Bi-weekly news review: March 15-29

By Bernard Rorke


Artwork of Sead Kazanxhiu, exhibited during the launching event of the European Roma Institute for Arts and Culture. Berlin,. © Gordon Welters/Laif for the Open Society Foundations. For more on ERIAC see: http://eriac.org

The bi-weekly view returns with a mix of stories of Roma pride and gadjo prejudice from locations across the Czech Republic, France, Slovakia, and the UK. From our side, in a video interview with the ERRC (below), Council of Europe’s Commissioner for Human Rights Nils Muižnieks spoke of the lack of progress since his last visit to Slovakia, “a disturbing focus on increasing the education of Roma themselves without addressing patterns of segregation”, and his concerns about police impunity in cases of brutality against Roma. 

March 15: Czech students from 300 colleges and high schools staged walkouts to defend democracy, and protest against denial of the Romani Holocaust. Speakers received applause when they called for the chair of the SPD, Tomio Okamura, to leave his position as vice-chair of the lower house due to his relativizing of the Romani Holocaust. For more see Romea.cz on https://bit.ly/2I2t706


European Roma Institute for Arts and Culture Office and Art Space in Berlin. Pictured, artwork by Damian Le Bas. © Nihad Nino Pušija/ ERIAC.

March 20: The exhibition “Hidden Roma Masterpieces”, presented a selection of masterpieces of Roma contemporary art from all over Europe. The paintings, sculptures, mixed media artworks, videos and textiles constituted treasures of Roma cultural heritage hitherto hidden or inaccessible. The exhibition was curated by ERIAC and jointly organised by the Council of Europe and the European Parliament in the Palais de l’Europe in Strasbourg. For more see: https://bit.ly/2DTQVR7.

March 20: Denisa Gannon, the first Romani person to qualify as a solicitor in England and Wales, was the subject of a profile feature article in the Guardian. The 38-year-old described her experience of being marginalised, despised and frightened growing up in a small village in the Czech Republic: “There was huge discrimination in education, employment and health services, racially motivated murders and violent marches by people shouting that they wanted to kill all the Roma.” For more see: https://bit.ly/2IP3Kju.

March 22: “Overall, there’s a little progress on inclusive education since my last visit,” Council of Europe’s Commissioner for Human Rights Nils Muižnieks said on his recent 4-day visit to Slovakia. “Segregated education is clearly the worst education,” Muižnieks stressed. “It leads to worse educational outcomes.” Segregation deprives Roma and disabled children of the chance to interact with their peers, while majority children miss the opportunity to learn about diversity: “It is also bad for society as a whole because it leads to the perpetuation of stereotypes and prejudices among the majority.” For more see: https://bit.ly/2GaK2Nt.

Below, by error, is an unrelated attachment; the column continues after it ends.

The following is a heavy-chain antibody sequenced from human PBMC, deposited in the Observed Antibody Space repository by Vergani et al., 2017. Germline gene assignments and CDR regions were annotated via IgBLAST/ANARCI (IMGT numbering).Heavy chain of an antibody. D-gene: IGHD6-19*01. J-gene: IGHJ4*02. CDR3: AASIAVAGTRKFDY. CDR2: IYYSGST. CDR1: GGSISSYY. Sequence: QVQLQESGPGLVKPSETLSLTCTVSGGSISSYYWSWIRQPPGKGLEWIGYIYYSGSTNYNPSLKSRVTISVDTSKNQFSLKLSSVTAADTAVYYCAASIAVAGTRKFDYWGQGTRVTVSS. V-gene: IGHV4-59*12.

March 22:  Roma least tolerated in France. The annual report of the Commission nationale consultative des droits de l'Homme reported that despite disquieting reports of hate crimes, there seemed to be a stabilizing of the ‘tolerance index’ at 64 out of 100 in 2017. But not for Roma, who are among the least tolerated, and whose situation deteriorated: their tolerance index is at its lowest, at 34 points out of 100. For more see: https://bit.ly/2pFCuLz.

March 23: BBC report featured the work of 26-year-old British Romany filmmaker Lisa Smith: "Filmmaking is a powerful tool for telling stories, especially with regards to my community, where most films made are from the perspective of an outsider looking in," Lisa says. "In my film we get to define the narrative."

Entitled “Hotchi” (hedgehog) it was co-written with her brother Jason and "provides a glimpse, a window" into what life as a deaf British Romany citizen is like, based on a story from Jason's life. For more see: https://bbc.in/2GaipEe.

March 23: Following a brutal attack on a Romani woman in front of her young children in the Czech town of Kadaň, police refused to answer Romea.cz questions about the case, including whether a racist motivation might have played a role in the horrifying broad daylight assault. For the commercial TV Prima station, however, the police were happy to give a statement, and provide video footage of the attack. In the TV reportage an unidentified detective said "It was just a physical assault, he didn't take anything from her". For more see: https://bit.ly/2ITT9DS.

March 25: Swedish photographer Åke Ericson told the Guardian his new book Non Grata aims “to reach beyond the clichéd image of the Roma. I do not only want to show the repression and misery under which great numbers of Roma live. My story is also about the Roma who are integrated in European everyday life.” For more see: https://bit.ly/2pJIqnR.

March 28: The new book by Damian Le Bas, The Stopping Places “shines a light on a group of people and a way of life that has been often hidden and much maligned. Travellers in Britain have rarely been given a voice, but in this remarkable debut Damian Le Bas captures not just the places, characters and stories of his ancestors, but learns more about his own identity along the way.” Read more at: https://bit.ly/2pL0Y6b. Also check out the short film The Oldest Show On The Road from 2016, which explores the many skewed representations of Romany communities, which is centred on a poem written and performed by Damian Le Bas.

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